Friday, July 18, 2008

Canon formations to the right of me, canon formations to the left of me

I can't think of a reason in the world to add to the cloud of bloggetry relating to the appointment of Kay Ryan as Poet Laureate of the US, but want to make one tiny point. Of all the commentary, I suppose I enjoyed Ron Silliman's the most. I'd only say myself that as a reader (and editor), I enjoy work by Rae Armantrout and Elaine Equi in much the way I do work by Kay Ryan, and see them as distinct writers (of course) - but not so far apart aesthetically. Yet it looks as if Ryan can be tagged "SoQ" while - I presume - nobody would label Armantrout or Equi that way. Is the difference in... their subject matter, their syntax? As Ron points out, it's not a question of who's an "outsider" or not. So I get the whole thing about "kinds of poetry," but the particulars don't align with the taxonomy; they never do. Fortunately, as a reader and editor, one is... is obliged to be... eclectic; Rae and Kay have been in Poetry, and Equi will be soon. Superb poets all.

Maybe, to paraphrase another PoLaur, there are canon formations to the right of me, canon formations to the left of me... Over on WOMPO there's also a negative reaction to the appointment, on various grounds: that she's not really an "outsider," that she's been in Poetry, that she wrote about going to AWP, that she teaches and that she hangs around with people who criticize "academe" [sic], that she's "divisive," and that she must know Dana Gioia or vice versa. Perhaps this means she rather nicely falls between the large cracks.


Meanwhile, I can't resist quoting in whole David Shapiro's comment on Harriet in my post about boxes, which turned into some sort of digression about what's "contemporary":


Thank you, Don, for knowing what I was once told about the Zohar from a student of Scholem,

Matti Meged: the mystical hero is always alive and dead at the same time. Sounds like... Hegel's Dante. Someone at Columbia once asked me if I "liked' Dante. I was speechless and asked back. The professor said: I think it's an ego trip. I said: Yes...but he invented the ego, plunging as Hegel writes, the real into the unreal.

John Forbes, sweet Australian poet, also alive and dead, wrote a poem in which he meets O"Hara and sees that Frank is writing though dead. "What a guy."

I was asked once by Richard Kostelanetz on a street in Soho who was my favorite poet. This was twenty years ago. I said Perhaps Wallace Stevens. He said: But Stevens is dead. I said, proleptic remark, But not for me. He's not dead for me. Nor Cezanne, nor Watteau.

Dead contemporaries was the sick label given by one encyclopedia to poets too 'early dead to be disposed.' Many are disappeared while living and writing intently.

But even Marx was intrigued: why do poems and sculptures last? Duchamp said they didn't, they often died. But Marx was thinking of the sting of Balzac, conservative, dead, and more full of analysis of late capital than so many others seemingly alive.

I had not thought death had undone so many. Kalidasa, Basho, Rimbaud (and Michael McClure once added Billy the Kid and Jean Harlow)--are they dead now? Who tried to kill Frank O"Hara ? with their shriveled arrows? Alive like Joe Hill. Frank said: You thought they killed me? what? with their shriveled arrows? Who let him in? The joking genius Djinn. Who tried to keep him out?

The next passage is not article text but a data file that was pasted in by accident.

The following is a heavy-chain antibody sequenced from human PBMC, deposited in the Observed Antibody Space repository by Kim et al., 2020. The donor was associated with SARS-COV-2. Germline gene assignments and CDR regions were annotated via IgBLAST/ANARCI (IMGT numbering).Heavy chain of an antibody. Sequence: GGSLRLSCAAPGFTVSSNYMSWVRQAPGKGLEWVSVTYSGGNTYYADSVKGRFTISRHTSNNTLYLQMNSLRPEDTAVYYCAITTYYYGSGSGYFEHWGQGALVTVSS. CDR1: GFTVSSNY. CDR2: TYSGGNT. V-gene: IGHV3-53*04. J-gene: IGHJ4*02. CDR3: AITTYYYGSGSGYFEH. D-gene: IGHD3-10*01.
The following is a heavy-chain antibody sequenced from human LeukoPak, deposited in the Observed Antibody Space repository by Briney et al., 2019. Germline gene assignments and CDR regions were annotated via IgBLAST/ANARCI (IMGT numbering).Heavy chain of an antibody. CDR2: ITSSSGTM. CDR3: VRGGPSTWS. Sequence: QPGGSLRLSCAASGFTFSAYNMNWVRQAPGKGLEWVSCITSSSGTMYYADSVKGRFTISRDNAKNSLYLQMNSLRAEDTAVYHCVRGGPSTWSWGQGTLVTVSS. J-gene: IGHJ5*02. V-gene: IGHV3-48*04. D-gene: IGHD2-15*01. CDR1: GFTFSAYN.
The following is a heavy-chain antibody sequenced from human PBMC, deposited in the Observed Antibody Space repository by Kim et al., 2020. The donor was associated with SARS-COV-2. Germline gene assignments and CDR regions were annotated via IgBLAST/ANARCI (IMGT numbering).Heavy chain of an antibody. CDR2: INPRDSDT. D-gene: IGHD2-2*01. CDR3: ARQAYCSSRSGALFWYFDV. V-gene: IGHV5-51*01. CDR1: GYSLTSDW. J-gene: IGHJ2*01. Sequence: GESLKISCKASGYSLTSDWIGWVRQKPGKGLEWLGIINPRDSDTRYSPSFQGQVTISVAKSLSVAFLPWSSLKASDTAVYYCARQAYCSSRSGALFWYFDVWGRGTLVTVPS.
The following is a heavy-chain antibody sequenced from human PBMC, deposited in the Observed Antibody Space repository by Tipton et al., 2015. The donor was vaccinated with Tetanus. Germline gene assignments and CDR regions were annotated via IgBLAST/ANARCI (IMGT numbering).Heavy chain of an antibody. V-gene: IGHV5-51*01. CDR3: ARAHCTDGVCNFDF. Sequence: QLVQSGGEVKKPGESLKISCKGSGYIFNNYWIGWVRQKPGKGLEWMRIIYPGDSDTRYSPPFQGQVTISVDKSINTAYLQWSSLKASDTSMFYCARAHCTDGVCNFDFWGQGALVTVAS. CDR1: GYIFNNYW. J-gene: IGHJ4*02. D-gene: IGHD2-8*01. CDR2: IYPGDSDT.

X Y and Z the lout(s). Who tried to kill Frank O'Hara?

He died and can write, as well.

Posted by: david shapiro on July 18, 2008 10:47 AM

[Bless you, David!]


the unreliable narrator said...

"School of Hushhush" indeed! [snorts approvingly]

I don't know from Armantrout, embarrassingly (as in fact I don't know from half the writers about whom you so brainily blog, much less why you and J. were playing tug-of-war with that used book) but since Equi started out as a performance poet--that could conceivably be the (fuzzy) navel from whence stems her purported avantism, n'est-ce pas.

Or, the pragmatic blunt instrument for telling SoHH from Silliman-Approved: their politics. OMG, I didn't say that out *loud* did I?!

Don Share said...

It's all purported. One coterie says the other isn't a coterie, and, inevitably, vice versa. To top it off, a person who's gone out of her way not to be part of any coterie is now guilty of coterie-by-association. You can't win!!

Ange said...

Well, I can't say I've read Althusser but I know that his definition of ideology might help here. A paraphrase:

"We are always-already subjects in ideology, in specific ideologies, which we inhabit, and which we recognize only as truth or obviousness. Everybody else's beliefs are recognizable as ideological, i.e. imaginary/illusory, whereas ours are simply true."


Hence, Kay Ryan (or anyone) can't claim not to inhabit, always-already, an ideology -- a.k.a. a worldview.

It is true, of course, that in this account of things, "you can't win." I don't have any answers, but I see a *huge* gulf between poets trained in Marxian/ post-structuralist theory, and those not.

Don Share said...

Thanks, Ange, as always. This helps a lot, esp. because I've not been trained in *any* theory, I'm embarrassed to admit! Maybe I'm even post-ideological and/or post-theoretical, though that must be unlikely: it's only a matter of time before someone else tells me what my ideology is! I don't say any of this glibly. The kind of eclecticism I'm interested in has clear and inexorable limits.

Nevertheless, I really am convinced that the much-debated "site-specificity" of poems vanishes long before the poems do.... fortunately. There are countless examples of this.